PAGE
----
• I *know* that I'm going to be burning some karma here but to me, "the shareholders made them do it" isn't an excuse for violating human rights.

                So what do you do? Do you leave yourself open to being sued into oblivion by angry shareholders? Do you allow yourself to be fired and a head appointed who will violate those human rights? Or do you save your own skin and hope to make a difference later on down the line?

                They were just hacked and at the time, it was believed to be the work of Chinese hackers. This I suspect had a lot to do with why Google threatened to pull out of China and stop cooperating with the Chinese govt. In any case, I believe that my original point still stands; Google may have not broken any laws by participating in censorship in China but that does not mean they aren't evil. Willingly abiding by evil laws is evil in of its self.

                Not only were they hacked, but Google has in a few short years grown to have a huge presence in China. Before establishing a presence in China, most Chinese wouldn't care if Google didn't deliver search results, now if Google steps out o

                • Do you leave yourself open to being sued into oblivion by angry shareholders?

                  It looks like it is time to reform those liability laws.

                  And I know how we all think we are great idealists and we'd never do anything like this but what would you tell your family? Its not like there are companies having a shortage of labor...

                  Doing the right thing isn't always easy. If it were, there wouldn't be nearly so many oppressive regimes in the world. However, a line must be drawn in the sand at some point that tells th

                • So what do you do?

                  You make a choice that defines you as a man. The dark side or the light side. You will pick the dark side, tell others to pick the dark side, and be a man not to be respected by your family and environment. Well done..not!

                • In general shareholder lawsuits only have a chance in cases of fraud or deception. If the board tells you what they are planning, and then follows through with it, then your only recourse as a shareholder is to either sell the stock or try to buy enough stock to vote out the board. Stock holders really don't have much say when it comes to running a company.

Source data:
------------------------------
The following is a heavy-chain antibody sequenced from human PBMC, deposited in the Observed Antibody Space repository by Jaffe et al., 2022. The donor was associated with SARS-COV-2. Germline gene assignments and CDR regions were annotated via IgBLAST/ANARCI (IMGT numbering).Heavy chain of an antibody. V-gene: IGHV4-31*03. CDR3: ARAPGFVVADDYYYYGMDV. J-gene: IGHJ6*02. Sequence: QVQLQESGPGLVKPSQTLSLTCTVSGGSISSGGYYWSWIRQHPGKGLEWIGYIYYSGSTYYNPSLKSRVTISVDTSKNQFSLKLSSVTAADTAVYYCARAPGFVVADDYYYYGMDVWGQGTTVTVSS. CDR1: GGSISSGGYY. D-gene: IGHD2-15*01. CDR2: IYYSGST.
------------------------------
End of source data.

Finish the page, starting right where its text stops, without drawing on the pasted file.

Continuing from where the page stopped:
• Re: (Score:3, Interesting)

              by belrick (31159)

              Did you not read the Google S-1 filing? Here: http://www.sec.gov/Archives/edgar/data/1288776/000119312504073639/ds1.htm [sec.gov] Their shareholders don't have much of a leg to stand on if they want to second guess Google management.

            • Re:Amazing Google (Score:4, Informative)

              by phantomfive (622387) on Saturday January 30, 2010 @03:27AM (#30960180) Journal
              Wow, that is the densest post I have seen in a long time. Companies ignore the interest of shareholders all the time. Apple, for example, would be paying dividends if it really cared about its shareholders. They have the cash, and a lot of shareholders really want it.

              The legal requirements towards shareholders is really weak. About the only thing you can't do is deceive the shareholders about what you are planning.

              Completely ignoring a billion people is not what shareholders want.

              That's really bold of you to speak for all those people you don't know. In fact, in this case we know that the significant portion of Google shareholders actually do want Google to stop censoring search results in China.